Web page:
So what can we do to impose some control over our population? Well one approach was taken by the country of China. Given that they are the most populated country in the world, they face many social and economic issues which derive from their constantly growing population. In the year of 1979, China imposed the one child per family policy. This policy stated that citizens must obtain a birth certificate before the birth of their children. The citizens would be offered special benefits if they agreed to have only one child. Citizens however, who chose to have more than one child would either be taxed an amount up to fifty percent of their income, or punished by loss of employment or other benefit. Upon those regulations, unplanned pregnancies or pregnancies without the proper authorization would need to be terminated. In 1980, the birth-quota system was established to further tighten the control on population. With this system in place, the government set goals for each region and local officials were held responsible for keeping track of the numbers and making sure the population in their region did not exceed the target goals placed. If target goals were not met, local officials would suffer punishment by the law. Another method introduced in the early 80’s was sterilization. It was made mandatory for people who had two children and at its peak in 1983, tubal ligations, vasectomies, and abortions amounted to 35% of the total birth control methods in the country. Propaganda was used by the government as well. As the economy shifted from agricultural to a more industrious type, the government informed citizens that a growing population would hinder economic growth and success. With these regulations came a lot of issues however. These programs were very difficult to implement and showed to have very low success. With punishment being a big factor on the line, local officials who were in charge of keeping track of growth in their areas were shown to have submitted false reports to avoid being punished. The number of births were significantly underreported by as much as 27% in 1992. Of the almost 15,000 births between 1980-1988, only about half received a legal birth permit. And of those that had a legal permit, 88% were the first born children in the families. Of the second children born in families, typically only 11% of them were authorized. Many people who resided in rural areas also found ways to bend around the birth-quota system as they live farther from a dense society and also need help with their agricultural lifestyle. Compliance with the birth-quota system was overall extremely low. With a strong defiance against the birth-quota system, China suffered social and political consequences as well since testing new waters with their population control. The Chinese government was frowned upon and received much disapproval due to their strict policies. The United States, as well as many other countries, made it very known of their objection to their sterilization policies. Chinese citizens were also very upset about the policies and were found to have acted out and retaliate with violence. There is also a cultural preference for sons in the country. With the one child per family structure in place, it sadly led to a large number of incidences of female infanticide. With the very clear opposition to infanticide, the government was then forced into posing another rule which was if a families first born was a daughter, they would be allowed to try again for a son. As much as China suffered horrible consequences of these population control efforts, there were still some social and economic benefits that came from imposing these regulations. Over the last 50 years, China has raised their standard of living by keeping population growth rates down. Access to natural resources have also increased since the 1980’s. According to the State Family Planning Commission, coverage in tap water had increased from 84% to 94%! Coverage of natural gas also took a leap, going from 16% to 73%. Medical coverage also reached out more and included birth insurance as well as workers compensation for mothers who follow the implemented birth policies. The average life expectancy was also a result of this population control, and there was a very significant drop in infant mortality rates.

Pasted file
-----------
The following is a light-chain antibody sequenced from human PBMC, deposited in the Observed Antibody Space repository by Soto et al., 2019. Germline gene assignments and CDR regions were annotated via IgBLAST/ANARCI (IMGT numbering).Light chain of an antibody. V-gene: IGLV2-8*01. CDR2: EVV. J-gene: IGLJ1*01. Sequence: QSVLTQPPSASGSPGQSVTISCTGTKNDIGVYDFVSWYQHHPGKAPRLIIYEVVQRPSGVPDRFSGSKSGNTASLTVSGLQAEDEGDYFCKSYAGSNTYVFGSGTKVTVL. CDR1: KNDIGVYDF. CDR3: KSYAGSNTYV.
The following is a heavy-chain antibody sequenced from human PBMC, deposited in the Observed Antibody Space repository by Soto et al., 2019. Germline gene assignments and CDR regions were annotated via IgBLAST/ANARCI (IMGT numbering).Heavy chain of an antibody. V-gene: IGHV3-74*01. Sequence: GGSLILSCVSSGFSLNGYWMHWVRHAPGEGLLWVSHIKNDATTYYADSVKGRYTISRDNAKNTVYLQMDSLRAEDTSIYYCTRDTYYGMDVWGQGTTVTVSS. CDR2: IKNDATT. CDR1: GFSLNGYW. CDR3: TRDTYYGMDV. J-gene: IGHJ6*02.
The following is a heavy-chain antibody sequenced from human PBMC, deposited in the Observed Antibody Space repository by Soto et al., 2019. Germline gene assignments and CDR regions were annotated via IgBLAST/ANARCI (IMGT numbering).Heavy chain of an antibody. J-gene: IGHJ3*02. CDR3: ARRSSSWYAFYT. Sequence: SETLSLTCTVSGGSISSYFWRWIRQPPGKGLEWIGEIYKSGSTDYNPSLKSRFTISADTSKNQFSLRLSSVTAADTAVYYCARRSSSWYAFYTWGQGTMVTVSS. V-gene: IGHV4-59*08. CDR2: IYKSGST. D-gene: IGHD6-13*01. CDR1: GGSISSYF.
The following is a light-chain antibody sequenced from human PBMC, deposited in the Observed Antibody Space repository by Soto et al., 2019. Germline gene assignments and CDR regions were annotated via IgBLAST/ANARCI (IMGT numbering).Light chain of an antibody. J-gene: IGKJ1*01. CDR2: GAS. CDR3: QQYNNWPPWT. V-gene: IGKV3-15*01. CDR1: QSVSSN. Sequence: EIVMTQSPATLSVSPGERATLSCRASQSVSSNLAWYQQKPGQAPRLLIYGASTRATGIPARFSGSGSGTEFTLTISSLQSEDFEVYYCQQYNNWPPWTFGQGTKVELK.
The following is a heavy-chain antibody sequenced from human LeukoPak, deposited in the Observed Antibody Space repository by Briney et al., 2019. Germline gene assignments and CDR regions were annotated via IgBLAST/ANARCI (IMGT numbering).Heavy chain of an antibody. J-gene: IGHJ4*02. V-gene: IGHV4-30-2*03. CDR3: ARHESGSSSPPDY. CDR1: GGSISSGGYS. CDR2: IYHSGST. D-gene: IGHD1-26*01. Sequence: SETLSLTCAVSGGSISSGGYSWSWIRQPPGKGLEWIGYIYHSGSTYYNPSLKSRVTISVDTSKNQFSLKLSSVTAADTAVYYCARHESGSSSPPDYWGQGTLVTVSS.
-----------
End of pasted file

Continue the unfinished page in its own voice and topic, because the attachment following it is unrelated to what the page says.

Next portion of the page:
Now that we have over viewed the good and the bad that coincide with population control, we begin to question how ethical imposing such a thing would be. As seen in China, enforcing laws and regulations to control the population brought horrifying results, but also showed that it can be quite beneficial to the people, the economy, and the earth. So is it ethical to tell a family how many children they can have? How about to tell men and women to get sterilized? But if the population keeps growing at the rate that it is, the earth begins to die. Would it be ethical for us humans to keep reproducing at rates that would only hurt our planet? Either way, some type of value or principle is being broken. Compromise has to be allowed in this situation. China, for example, noticed a significant outbreak of female infanticide with their regulations, so they compromised and allowed families to try for a boy if their first born was a girl and they were unhappy. As restrictive as it sounds to force a regulation, such as the ones placed in China, onto a family, we also have to become less selfish as humans. If we want to continue reproducing at the rate we are, we should consider being more mindful of the resources we use, what we throw away, how we transport ourselves, and a multitude of other things. It is not necessarily the growth itself that directly harms our earth. It is the selfishness of the human race. We have to understand that we are a species within millions of others that are living on this planet. Our resources are absolutely not unlimited, and once they run out, they’re gone forever. As unethical as population control sounds, I also believe that disregarding our home planet and destroying it with our daily actions is just as unethical. Small actions from everyone on our earth can lead to massive change.